Stephen is now proud to play a clown
So who's laughing now?
By Reuben Abraham
Young people with learning difficulties are learning the art of clowning as part of an unusual project in Gateshead.
Ask any person with learning disabilities if he or she has ever been laughed at and the answer is generally in the affirmative.
Being laughed at, either at school or on the street, becomes so much part of their psyche that they have to learn how to protect themselves.
Now in Gateshead, in an experiment akin to reverse engineering, a group of individuals with learning disabilities are being taught how to make people laugh at them.
Paddy and Stephen peform as clowns
Well-known comedian Paddy O'Connor has been instrumental in setting up the Fools Ensemble with the group, and has been teaching them the art and skill of clowning on stage.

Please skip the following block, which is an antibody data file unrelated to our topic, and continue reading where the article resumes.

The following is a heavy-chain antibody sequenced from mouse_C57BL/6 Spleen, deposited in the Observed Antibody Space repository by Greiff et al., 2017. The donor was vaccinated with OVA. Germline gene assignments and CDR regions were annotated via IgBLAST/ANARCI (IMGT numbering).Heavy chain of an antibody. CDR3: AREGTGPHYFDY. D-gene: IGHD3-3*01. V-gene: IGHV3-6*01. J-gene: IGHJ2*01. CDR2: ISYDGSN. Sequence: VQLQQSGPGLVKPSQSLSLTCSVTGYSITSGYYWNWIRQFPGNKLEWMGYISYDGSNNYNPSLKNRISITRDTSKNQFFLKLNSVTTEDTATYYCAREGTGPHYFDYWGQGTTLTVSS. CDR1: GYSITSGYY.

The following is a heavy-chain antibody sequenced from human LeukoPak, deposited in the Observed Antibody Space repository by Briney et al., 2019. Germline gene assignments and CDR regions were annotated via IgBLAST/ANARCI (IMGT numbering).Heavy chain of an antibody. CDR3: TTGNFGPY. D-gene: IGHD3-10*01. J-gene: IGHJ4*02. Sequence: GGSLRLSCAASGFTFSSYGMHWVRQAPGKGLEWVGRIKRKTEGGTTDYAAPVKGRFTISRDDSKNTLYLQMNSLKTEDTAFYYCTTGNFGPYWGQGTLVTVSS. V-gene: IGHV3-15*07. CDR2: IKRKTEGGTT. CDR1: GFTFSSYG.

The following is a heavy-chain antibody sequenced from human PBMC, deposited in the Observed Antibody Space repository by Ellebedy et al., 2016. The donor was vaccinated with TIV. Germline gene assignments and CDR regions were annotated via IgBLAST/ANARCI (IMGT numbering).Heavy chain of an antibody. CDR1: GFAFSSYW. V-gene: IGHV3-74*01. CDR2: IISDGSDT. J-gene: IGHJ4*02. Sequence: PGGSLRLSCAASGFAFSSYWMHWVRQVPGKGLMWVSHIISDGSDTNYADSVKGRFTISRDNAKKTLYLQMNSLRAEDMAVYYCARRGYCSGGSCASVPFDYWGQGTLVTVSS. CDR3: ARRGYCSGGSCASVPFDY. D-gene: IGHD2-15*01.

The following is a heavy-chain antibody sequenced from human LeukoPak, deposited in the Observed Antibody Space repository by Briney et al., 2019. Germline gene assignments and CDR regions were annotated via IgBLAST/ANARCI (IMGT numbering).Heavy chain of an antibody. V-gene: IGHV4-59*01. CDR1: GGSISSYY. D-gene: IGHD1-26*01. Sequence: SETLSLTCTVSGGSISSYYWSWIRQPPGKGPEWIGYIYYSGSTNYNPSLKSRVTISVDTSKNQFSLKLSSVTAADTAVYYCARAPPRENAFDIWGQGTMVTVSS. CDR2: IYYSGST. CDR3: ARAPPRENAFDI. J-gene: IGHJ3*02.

By teaching them how to build stories, take on characters and evince mighty guffaws from a crowd, Paddy has shown them how to take the sting out of laughter. And, in fact, even control it to their own advantage.
"I think they are so used to being laughed at," explains Paddy, "that they have fewer barriers to learn how to make people laugh. You may call someone a clown for being clumsy, but these very mistakes are a delight in the art of clowning."
The group has been so successful that they have been getting offers from several theatre companies to perform across the country.
Stephen Nichols is one of the youngest participants in this project. To be a trained clown is a matter of great pride for him.
"I used to get laughed at on the street, but now when people see me perform on stage, they laugh for all the right reasons," he says. His new-found stage talent has shocked everybody, including his family.
last updated: 01/09/2008 at 16:57